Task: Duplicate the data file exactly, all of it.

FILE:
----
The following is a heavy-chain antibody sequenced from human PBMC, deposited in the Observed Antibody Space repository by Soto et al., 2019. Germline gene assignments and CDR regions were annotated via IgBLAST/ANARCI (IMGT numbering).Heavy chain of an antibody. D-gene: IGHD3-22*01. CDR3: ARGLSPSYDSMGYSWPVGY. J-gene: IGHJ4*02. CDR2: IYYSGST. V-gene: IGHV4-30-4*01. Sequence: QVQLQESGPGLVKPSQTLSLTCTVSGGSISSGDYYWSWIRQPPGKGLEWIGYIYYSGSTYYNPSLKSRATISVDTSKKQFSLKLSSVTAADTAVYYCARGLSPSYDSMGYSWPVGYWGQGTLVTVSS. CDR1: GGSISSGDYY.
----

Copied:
The following is a heavy-chain antibody sequenced from human PBMC, deposited in the Observed Antibody Space repository by Soto et al., 2019. Germline gene assignments and CDR regions were annotated via IgBLAST/ANARCI (IMGT numbering).Heavy chain of an antibody. D-gene: IGHD3-22*01. CDR3: ARGLSPSYDSMGYSWPVGY. J-gene: IGHJ4*02. CDR2: IYYSGST. V-gene: IGHV4-30-4*01. Sequence: QVQLQESGPGLVKPSQTLSLTCTVSGGSISSGDYYWSWIRQPPGKGLEWIGYIYYSGSTYYNPSLKSRATISVDTSKKQFSLKLSSVTAADTAVYYCARGLSPSYDSMGYSWPVGYWGQGTLVTVSS. CDR1: GGSISSGDYY.